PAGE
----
Tuesday, December 1, 2009

The Ultra Dream

It is rather unusual to get up at 3:15 in the morning and still feeling gay and cheerful, legs more than ready to run at the first sign of GO. That was exactly what I felt today morning. In fact, since last many days, I was getting mad day by day as the Ultra Marathon event was approaching. It might be also because the same day I was leaving for my native place for a 2 weeks vacation. Whatever may be the reason, but I was feeling goose-bumpy and had a faint idea that the day was going to be a special one. Eventually it would turn out to be the one.

It took quite an effort to reach to the Our Native Village (ONV), the starting point of the marathon. Considering it was dark, and not many people were there on the way to get the help from, Gopal and Satheesha did great job to bring us at the starting point much before 6:00 AM, the start time for 37.5 km run. After a brief warm-up session, we were all set to go. It was still a little dark when we started. The 12.5 km trail consisted of 6.25 km going in one direction and then coming back on the same trail. We were supposed to finish 3 rounds of that trail. Around a km of the trail was filled with small stones, but after that it was a proper mud trail barring a 500 meters tar road. As the promising day lifted the darkness, I could see the vast grassland opening before my eyes on both the side of the road. It was quite a sight - small hills, grass dancing with the wind, birds taking flights and the heads of the runners appearing and disappearing in the grass on a winding trail! The grass smelled fresh in the morning. Another 2 km and we left behind grass to enter into the land of big trees, a kind of urban jungle.

After a while, I was at the 6.25 km mark, from where I took u-turn to go back on the same route. The tar road climb was steep there and quite tiresome. I was cheering those fellow runners who were going in other direction. There were some old runners, a few ladies and even children. Though running is a solo sport mostly, a runner still requires appreciation. A thumb-up, a clap or just a few words of encouragement cheer a runner beyond imagination. When legs refuses to move, and lungs get tired, a simple gesture like this can motivate a runner.

I saw 3 runners in my category finishing first loop before me. That meant I was fourth in the lot. That was quite encouraging! Prakhar did mention before the start that I stood a good chance to finish in top draw. I resolved to stick to top-5 for the full race. The good thing was that the weather was very supportive. There was no sign of the sun, but it was not humid also. These were ideal conditions for running. I kept on running, observing the surroundings. A foreigner, a cyclist, was waving at the runners and cheering them. He looked quite amazed to see the so many runners attempting ultra marathon. Another foreigner lady, sitting under a tree, was drawing something in a paper. I assumed she was trying to paint the grassland with the tree line and hills in background. When I came back to finish the second loop, she was standing on the other side of the road, showing the drawing to the runners. There were two red flowers in it, and nicely written Well Done. That was touching!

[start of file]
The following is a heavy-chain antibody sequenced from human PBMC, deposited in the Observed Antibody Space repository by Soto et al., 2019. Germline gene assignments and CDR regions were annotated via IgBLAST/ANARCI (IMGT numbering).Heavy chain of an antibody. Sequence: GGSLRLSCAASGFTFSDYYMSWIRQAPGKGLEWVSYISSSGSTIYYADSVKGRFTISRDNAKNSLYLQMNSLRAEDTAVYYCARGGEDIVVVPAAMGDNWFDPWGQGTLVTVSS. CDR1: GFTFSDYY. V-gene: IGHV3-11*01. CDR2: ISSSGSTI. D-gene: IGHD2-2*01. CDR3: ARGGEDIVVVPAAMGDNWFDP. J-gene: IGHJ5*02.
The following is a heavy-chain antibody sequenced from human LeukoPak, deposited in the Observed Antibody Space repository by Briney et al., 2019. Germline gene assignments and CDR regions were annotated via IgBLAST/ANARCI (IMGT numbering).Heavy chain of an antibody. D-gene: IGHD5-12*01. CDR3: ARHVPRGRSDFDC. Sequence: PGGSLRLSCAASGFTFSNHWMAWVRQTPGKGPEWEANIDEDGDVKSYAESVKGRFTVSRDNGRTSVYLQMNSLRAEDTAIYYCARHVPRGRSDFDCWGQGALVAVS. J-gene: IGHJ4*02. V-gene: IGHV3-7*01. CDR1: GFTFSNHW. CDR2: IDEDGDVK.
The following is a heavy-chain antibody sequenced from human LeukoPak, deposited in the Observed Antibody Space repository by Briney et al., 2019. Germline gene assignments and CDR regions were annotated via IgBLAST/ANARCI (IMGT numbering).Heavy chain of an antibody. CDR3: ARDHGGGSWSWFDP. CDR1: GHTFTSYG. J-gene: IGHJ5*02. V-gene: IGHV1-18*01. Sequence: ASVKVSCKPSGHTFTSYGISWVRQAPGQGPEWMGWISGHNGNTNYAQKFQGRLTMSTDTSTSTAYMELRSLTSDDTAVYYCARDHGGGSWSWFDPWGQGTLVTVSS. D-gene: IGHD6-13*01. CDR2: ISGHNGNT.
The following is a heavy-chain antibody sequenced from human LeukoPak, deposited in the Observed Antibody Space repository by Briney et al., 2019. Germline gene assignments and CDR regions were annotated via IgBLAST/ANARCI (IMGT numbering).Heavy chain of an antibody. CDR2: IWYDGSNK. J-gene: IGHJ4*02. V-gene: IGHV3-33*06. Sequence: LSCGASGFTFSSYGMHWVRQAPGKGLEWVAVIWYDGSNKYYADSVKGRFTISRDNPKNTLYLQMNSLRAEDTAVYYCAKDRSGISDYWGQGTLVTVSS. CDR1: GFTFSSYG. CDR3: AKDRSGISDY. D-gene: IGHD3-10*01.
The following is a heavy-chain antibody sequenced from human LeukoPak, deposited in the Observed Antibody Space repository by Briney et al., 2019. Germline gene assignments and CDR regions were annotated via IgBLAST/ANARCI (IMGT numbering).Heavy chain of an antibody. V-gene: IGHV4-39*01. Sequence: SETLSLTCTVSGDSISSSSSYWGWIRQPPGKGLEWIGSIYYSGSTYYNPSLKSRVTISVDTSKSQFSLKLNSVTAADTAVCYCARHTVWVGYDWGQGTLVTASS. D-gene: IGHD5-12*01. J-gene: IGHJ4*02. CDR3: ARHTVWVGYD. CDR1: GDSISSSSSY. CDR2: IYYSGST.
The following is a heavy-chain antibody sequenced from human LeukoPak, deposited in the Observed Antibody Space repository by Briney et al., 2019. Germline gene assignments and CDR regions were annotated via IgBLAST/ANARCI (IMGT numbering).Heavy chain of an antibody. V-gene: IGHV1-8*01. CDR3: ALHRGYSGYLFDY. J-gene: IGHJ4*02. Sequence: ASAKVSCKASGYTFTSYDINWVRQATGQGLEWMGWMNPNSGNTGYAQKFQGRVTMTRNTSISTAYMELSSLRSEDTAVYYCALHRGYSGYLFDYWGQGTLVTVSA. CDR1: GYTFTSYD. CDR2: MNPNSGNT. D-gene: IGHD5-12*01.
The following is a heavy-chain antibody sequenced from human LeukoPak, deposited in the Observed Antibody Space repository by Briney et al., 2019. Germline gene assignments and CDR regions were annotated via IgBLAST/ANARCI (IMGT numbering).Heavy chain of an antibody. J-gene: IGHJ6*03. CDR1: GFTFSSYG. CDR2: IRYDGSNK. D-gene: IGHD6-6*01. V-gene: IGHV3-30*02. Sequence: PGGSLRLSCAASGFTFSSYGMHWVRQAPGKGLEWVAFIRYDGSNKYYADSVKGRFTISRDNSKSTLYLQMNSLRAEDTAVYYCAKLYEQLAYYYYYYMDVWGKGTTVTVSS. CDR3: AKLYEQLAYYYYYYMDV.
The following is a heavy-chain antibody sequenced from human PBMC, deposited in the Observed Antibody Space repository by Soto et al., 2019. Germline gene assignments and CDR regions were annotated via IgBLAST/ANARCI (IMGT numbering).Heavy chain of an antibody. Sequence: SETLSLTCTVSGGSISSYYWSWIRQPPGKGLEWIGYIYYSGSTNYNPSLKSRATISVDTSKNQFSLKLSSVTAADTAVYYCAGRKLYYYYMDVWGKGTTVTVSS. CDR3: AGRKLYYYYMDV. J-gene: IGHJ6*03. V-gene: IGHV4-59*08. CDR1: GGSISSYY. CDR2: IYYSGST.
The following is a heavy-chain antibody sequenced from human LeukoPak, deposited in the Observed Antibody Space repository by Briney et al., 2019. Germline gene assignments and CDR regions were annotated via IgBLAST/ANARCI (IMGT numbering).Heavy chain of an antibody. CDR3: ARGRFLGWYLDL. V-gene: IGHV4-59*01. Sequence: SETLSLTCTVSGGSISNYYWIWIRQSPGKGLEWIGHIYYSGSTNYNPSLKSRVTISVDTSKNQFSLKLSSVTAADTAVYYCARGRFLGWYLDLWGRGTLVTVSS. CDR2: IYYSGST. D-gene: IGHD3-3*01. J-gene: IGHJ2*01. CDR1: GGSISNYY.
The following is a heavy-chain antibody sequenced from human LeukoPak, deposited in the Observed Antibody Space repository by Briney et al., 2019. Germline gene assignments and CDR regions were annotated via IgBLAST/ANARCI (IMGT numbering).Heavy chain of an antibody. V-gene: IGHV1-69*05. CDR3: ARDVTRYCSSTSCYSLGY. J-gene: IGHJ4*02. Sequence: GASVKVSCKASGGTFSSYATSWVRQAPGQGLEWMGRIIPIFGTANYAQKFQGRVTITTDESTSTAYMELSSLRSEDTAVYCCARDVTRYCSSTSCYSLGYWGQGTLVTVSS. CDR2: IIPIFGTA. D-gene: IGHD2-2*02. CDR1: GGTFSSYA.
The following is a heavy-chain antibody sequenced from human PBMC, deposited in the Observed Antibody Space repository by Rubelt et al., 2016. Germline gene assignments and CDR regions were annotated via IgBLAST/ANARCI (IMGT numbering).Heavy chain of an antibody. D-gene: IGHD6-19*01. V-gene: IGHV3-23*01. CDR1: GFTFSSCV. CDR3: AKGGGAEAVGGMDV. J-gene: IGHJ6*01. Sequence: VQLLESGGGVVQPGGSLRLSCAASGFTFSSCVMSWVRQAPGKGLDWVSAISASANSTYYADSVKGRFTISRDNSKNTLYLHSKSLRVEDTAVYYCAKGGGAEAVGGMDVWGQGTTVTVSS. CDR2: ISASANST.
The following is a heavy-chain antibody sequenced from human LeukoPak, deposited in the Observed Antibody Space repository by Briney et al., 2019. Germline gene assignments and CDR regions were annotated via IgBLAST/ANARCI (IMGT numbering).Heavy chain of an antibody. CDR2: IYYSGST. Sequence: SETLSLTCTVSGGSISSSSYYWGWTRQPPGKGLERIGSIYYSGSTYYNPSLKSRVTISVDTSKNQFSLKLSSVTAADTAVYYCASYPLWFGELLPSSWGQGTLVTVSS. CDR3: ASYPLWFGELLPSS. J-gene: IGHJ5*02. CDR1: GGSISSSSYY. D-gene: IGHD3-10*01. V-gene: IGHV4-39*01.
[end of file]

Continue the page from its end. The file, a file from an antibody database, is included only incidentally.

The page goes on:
At the end of the second loop I realized that I was leading the pack now! That was scary and surprising at once! I was tired, hungry and thirsty now but buoyed by the new-found energy from the leader’s position, I somehow kept dragging myself without stopping much. The thought that Glory awaits you was my companion thereafter. I did stop at the aid stations to get some water or munch something. In the middle of the third loop, I knew that the second-positioned runner was about a km behind me. I met Gulprit on the way and he suggested me to speed up for last 6 km. But the climb was grueling and I was exhausted. On top of that, the knowledge that you are leading also kind of acts as a deterrent sometimes. The constant threat of the other person overtaking you lurks in mind, even if you know that he is lagging far behind. The fear is constantly with you, like your own shadow - it never leaves you. I don’t remember how many times I glanced back to see where exactly my competitors were. It was as if I was running with twisted head.

I saw Mohan C, Mohan G and Ambika cheering for me before the last km mark. I was sprinting now. When I crossed the finish line, taking long steps and hands extended in joy, I looked at the sky and thanked God. It was a long, 4 hours effort. In my childhood I used to dream that one day I would become a sportsman and win the big competitions in front of big crowds in huge stadiums. I even tried to get admission into a sports school but was refused. The reason: I was a slow runner. And today that dream came true. I know now for sure that dreams do come true, although they may not manifest the way we see them. But we are so much tied to the images we have of them in our minds that we do not identify with them taking different forms. We see less with the eyes than the mind. That is why a blind person’s life is not completely black. Tonight when I sleep, there will be more dreams. I will be waiting to see how they come to pass.

* Check more photographs at : http://picasaweb.google.com/brijesh.gajera/UltraMarathon2009#


  1. Bravo !!! Way to go BD.. Awesome achievement and it's description :)

  2. Proud of u BD! Whoa!! What an exhilarating experience! Waiting to see more such experiences making ur dreams come true :)

  3. Great job. "But we are so much tied to the images we have of them in our minds that we do not identify with them taking different forms." This statement about dreams is 100% ttue.